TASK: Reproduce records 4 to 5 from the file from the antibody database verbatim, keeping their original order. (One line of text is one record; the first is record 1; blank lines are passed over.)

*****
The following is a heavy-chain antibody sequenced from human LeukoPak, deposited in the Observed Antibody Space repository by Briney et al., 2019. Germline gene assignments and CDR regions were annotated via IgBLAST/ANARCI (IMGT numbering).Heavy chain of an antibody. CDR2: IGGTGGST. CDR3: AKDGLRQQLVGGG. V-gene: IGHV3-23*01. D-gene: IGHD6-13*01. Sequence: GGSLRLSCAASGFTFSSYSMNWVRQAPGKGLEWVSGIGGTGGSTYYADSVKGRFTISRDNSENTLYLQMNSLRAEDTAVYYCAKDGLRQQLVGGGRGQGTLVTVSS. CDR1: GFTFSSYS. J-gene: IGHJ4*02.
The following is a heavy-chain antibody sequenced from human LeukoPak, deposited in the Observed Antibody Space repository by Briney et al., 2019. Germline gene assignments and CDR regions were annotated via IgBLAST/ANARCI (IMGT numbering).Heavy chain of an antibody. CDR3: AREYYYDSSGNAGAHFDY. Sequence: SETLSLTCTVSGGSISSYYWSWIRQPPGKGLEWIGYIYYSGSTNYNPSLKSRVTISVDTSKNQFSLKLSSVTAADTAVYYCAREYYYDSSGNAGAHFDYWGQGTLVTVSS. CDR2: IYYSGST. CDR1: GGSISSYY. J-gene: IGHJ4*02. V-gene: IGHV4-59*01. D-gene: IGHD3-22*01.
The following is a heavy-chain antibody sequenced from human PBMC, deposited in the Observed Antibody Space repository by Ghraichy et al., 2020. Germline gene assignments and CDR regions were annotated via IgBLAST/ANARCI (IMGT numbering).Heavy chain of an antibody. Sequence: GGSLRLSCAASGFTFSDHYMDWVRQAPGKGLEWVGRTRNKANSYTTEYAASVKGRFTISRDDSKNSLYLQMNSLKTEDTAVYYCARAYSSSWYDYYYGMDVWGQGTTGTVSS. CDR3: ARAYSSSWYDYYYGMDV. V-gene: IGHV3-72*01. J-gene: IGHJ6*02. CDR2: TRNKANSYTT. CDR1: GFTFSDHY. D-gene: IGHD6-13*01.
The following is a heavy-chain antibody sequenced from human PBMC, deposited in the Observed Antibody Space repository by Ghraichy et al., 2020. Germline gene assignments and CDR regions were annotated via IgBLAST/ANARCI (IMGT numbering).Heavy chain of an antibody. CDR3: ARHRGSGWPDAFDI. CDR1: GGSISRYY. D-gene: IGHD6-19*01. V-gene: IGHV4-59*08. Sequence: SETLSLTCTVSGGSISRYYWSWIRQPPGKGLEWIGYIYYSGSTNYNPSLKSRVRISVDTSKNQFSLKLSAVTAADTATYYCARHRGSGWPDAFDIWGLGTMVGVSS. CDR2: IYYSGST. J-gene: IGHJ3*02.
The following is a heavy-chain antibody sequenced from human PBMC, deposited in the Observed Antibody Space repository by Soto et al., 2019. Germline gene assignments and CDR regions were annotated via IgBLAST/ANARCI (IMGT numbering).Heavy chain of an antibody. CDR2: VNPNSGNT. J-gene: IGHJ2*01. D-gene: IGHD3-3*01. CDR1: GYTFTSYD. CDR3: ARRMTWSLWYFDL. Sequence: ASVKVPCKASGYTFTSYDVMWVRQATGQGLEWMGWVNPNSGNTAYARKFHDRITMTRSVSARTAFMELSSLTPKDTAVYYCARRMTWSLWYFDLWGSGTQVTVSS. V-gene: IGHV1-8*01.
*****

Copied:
The following is a heavy-chain antibody sequenced from human PBMC, deposited in the Observed Antibody Space repository by Ghraichy et al., 2020. Germline gene assignments and CDR regions were annotated via IgBLAST/ANARCI (IMGT numbering).Heavy chain of an antibody. CDR3: ARHRGSGWPDAFDI. CDR1: GGSISRYY. D-gene: IGHD6-19*01. V-gene: IGHV4-59*08. Sequence: SETLSLTCTVSGGSISRYYWSWIRQPPGKGLEWIGYIYYSGSTNYNPSLKSRVRISVDTSKNQFSLKLSAVTAADTATYYCARHRGSGWPDAFDIWGLGTMVGVSS. CDR2: IYYSGST. J-gene: IGHJ3*02.
The following is a heavy-chain antibody sequenced from human PBMC, deposited in the Observed Antibody Space repository by Soto et al., 2019. Germline gene assignments and CDR regions were annotated via IgBLAST/ANARCI (IMGT numbering).Heavy chain of an antibody. CDR2: VNPNSGNT. J-gene: IGHJ2*01. D-gene: IGHD3-3*01. CDR1: GYTFTSYD. CDR3: ARRMTWSLWYFDL. Sequence: ASVKVPCKASGYTFTSYDVMWVRQATGQGLEWMGWVNPNSGNTAYARKFHDRITMTRSVSARTAFMELSSLTPKDTAVYYCARRMTWSLWYFDLWGSGTQVTVSS. V-gene: IGHV1-8*01.